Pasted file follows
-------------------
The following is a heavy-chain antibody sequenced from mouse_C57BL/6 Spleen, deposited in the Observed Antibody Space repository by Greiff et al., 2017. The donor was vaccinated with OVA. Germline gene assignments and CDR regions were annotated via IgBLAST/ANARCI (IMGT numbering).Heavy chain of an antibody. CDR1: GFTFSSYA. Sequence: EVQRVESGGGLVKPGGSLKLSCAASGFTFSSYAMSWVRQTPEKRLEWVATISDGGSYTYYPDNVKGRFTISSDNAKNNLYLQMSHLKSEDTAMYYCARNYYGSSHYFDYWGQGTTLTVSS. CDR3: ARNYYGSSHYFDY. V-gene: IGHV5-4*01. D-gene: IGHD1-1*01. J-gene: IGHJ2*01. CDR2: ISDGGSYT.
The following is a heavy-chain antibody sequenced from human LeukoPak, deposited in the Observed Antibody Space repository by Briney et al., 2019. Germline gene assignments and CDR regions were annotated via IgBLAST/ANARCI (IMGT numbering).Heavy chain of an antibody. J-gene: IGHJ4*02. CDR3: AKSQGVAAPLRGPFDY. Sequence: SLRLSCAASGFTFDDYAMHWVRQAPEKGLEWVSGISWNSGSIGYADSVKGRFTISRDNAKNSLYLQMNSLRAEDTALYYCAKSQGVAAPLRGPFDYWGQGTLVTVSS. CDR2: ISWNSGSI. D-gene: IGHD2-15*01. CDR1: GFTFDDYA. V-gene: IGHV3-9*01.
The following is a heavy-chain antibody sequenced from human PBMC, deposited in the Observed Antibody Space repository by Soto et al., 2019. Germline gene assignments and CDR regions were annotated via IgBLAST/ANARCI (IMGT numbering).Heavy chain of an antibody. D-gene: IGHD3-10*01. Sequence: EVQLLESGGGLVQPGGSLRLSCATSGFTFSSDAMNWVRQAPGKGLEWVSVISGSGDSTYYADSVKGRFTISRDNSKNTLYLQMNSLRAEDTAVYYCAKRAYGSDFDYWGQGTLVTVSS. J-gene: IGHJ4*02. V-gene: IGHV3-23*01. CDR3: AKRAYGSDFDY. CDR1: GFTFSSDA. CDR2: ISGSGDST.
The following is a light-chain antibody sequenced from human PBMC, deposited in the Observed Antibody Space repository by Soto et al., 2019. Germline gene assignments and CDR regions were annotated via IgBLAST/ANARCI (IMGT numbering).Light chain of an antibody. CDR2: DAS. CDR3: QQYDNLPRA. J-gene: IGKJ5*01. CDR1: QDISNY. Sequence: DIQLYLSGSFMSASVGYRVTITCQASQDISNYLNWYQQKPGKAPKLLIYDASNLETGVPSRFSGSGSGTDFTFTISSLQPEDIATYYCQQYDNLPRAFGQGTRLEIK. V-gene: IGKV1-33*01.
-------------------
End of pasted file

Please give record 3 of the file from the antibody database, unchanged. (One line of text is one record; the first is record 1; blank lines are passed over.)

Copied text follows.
The following is a heavy-chain antibody sequenced from human PBMC, deposited in the Observed Antibody Space repository by Soto et al., 2019. Germline gene assignments and CDR regions were annotated via IgBLAST/ANARCI (IMGT numbering).Heavy chain of an antibody. D-gene: IGHD3-10*01. Sequence: EVQLLESGGGLVQPGGSLRLSCATSGFTFSSDAMNWVRQAPGKGLEWVSVISGSGDSTYYADSVKGRFTISRDNSKNTLYLQMNSLRAEDTAVYYCAKRAYGSDFDYWGQGTLVTVSS. J-gene: IGHJ4*02. V-gene: IGHV3-23*01. CDR3: AKRAYGSDFDY. CDR1: GFTFSSDA. CDR2: ISGSGDST.